There is something incredible about spending today at a public school acting as a polling place. Those of us who work here see freedom in action every day. A large part of our mission is to grow productive, engaged citizens. Our mission is purposeful and is not new. Thomas Jefferson and John Adams – friends and rivals – ofen wrote of the importance of an educated populace. Both men believed that the sustained freedom and prosperity of our country rested in education.
Jefferson wrote in 1818.“If the children . . . are untaught, their ignorance and vices will in future life cost us much dearer in their consequences, than it would have done, in their correction, by a good education.” (to Joseph C. Cabell)
Jefferson in 1820.“I know no safe depository of the ultimate powers of the society but the people themselves; and if we think them not enlightened enough to exercise their control with a wholesome discretion, the remedy is not to take it from them, but to inform their discretion by education. This is the true corrective of abuses of constitutional power.” (to Wiliam C. Jarvis, 28 September)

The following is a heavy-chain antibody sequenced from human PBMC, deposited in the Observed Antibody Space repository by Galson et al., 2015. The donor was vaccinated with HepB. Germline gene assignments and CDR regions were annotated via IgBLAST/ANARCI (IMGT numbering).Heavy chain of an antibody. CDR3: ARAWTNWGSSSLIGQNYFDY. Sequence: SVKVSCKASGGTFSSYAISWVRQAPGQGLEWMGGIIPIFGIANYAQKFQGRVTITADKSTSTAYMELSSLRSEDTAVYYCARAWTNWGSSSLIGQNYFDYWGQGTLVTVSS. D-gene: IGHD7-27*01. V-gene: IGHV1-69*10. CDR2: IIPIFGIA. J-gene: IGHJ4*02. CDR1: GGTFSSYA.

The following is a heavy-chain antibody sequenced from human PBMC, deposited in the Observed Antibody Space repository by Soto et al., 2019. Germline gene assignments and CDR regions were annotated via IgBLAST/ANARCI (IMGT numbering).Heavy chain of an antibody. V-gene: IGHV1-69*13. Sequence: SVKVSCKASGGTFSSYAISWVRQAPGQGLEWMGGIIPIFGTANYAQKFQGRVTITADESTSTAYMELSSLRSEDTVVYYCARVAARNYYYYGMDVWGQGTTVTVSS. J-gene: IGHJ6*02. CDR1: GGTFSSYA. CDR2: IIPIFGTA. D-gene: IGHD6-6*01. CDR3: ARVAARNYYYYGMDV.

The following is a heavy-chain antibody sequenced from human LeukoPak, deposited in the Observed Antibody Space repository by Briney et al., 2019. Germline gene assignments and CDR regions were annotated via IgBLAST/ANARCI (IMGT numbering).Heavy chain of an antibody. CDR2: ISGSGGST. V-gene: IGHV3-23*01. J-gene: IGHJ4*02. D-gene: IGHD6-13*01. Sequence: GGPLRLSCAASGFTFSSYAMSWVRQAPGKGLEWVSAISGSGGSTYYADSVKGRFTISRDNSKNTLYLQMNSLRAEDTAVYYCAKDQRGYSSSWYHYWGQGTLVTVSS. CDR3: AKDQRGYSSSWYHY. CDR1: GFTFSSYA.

And John Adams, “It should be your care, therefore, and mine, to elevate the minds of our children and exalt their courage; to accelerate and animate their industry and activity; to excite in them an habitual contempt of meanness, abhorrence of injustice and inhumanity, and an ambition to excel in every capacity, faculty, and virtue. If we suffer their minds to grovel and creep in infancy, they will grovel all their lives.”
It is an excellent fit to have public schools many of the poling locations across the country. Seeing the long lines of adults coming back to school to exercise their right to vote has them returning to where the roots of this right took hold.